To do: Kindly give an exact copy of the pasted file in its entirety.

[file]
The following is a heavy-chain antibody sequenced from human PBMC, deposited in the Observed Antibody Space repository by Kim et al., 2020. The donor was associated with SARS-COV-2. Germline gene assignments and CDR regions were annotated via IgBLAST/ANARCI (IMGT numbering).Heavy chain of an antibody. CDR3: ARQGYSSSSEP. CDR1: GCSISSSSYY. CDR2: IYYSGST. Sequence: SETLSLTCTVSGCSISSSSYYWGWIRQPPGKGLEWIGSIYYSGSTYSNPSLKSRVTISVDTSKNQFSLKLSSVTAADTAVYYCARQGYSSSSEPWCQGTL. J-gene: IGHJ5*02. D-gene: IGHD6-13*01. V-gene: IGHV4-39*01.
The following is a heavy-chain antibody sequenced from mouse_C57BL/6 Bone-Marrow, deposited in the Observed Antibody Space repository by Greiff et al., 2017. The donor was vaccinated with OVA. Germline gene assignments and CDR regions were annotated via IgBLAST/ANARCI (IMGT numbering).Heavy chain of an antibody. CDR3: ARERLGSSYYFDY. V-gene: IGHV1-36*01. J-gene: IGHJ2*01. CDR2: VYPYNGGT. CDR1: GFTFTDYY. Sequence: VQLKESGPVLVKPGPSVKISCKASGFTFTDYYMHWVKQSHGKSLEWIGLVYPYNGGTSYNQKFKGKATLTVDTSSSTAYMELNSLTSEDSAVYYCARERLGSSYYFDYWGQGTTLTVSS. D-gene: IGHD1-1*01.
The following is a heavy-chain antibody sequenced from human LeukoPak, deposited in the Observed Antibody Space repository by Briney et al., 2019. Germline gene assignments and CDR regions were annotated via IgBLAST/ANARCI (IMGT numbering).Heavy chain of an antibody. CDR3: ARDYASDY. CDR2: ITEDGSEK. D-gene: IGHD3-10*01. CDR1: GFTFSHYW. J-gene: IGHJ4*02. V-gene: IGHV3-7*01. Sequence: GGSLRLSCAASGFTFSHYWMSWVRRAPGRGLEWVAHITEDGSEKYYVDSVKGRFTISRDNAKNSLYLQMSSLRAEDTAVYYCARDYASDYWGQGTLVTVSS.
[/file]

The following is a heavy-chain antibody sequenced from human PBMC, deposited in the Observed Antibody Space repository by Kim et al., 2020. The donor was associated with SARS-COV-2. Germline gene assignments and CDR regions were annotated via IgBLAST/ANARCI (IMGT numbering).Heavy chain of an antibody. CDR3: ARQGYSSSSEP. CDR1: GCSISSSSYY. CDR2: IYYSGST. Sequence: SETLSLTCTVSGCSISSSSYYWGWIRQPPGKGLEWIGSIYYSGSTYSNPSLKSRVTISVDTSKNQFSLKLSSVTAADTAVYYCARQGYSSSSEPWCQGTL. J-gene: IGHJ5*02. D-gene: IGHD6-13*01. V-gene: IGHV4-39*01.
The following is a heavy-chain antibody sequenced from mouse_C57BL/6 Bone-Marrow, deposited in the Observed Antibody Space repository by Greiff et al., 2017. The donor was vaccinated with OVA. Germline gene assignments and CDR regions were annotated via IgBLAST/ANARCI (IMGT numbering).Heavy chain of an antibody. CDR3: ARERLGSSYYFDY. V-gene: IGHV1-36*01. J-gene: IGHJ2*01. CDR2: VYPYNGGT. CDR1: GFTFTDYY. Sequence: VQLKESGPVLVKPGPSVKISCKASGFTFTDYYMHWVKQSHGKSLEWIGLVYPYNGGTSYNQKFKGKATLTVDTSSSTAYMELNSLTSEDSAVYYCARERLGSSYYFDYWGQGTTLTVSS. D-gene: IGHD1-1*01.
The following is a heavy-chain antibody sequenced from human LeukoPak, deposited in the Observed Antibody Space repository by Briney et al., 2019. Germline gene assignments and CDR regions were annotated via IgBLAST/ANARCI (IMGT numbering).Heavy chain of an antibody. CDR3: ARDYASDY. CDR2: ITEDGSEK. D-gene: IGHD3-10*01. CDR1: GFTFSHYW. J-gene: IGHJ4*02. V-gene: IGHV3-7*01. Sequence: GGSLRLSCAASGFTFSHYWMSWVRRAPGRGLEWVAHITEDGSEKYYVDSVKGRFTISRDNAKNSLYLQMSSLRAEDTAVYYCARDYASDYWGQGTLVTVSS.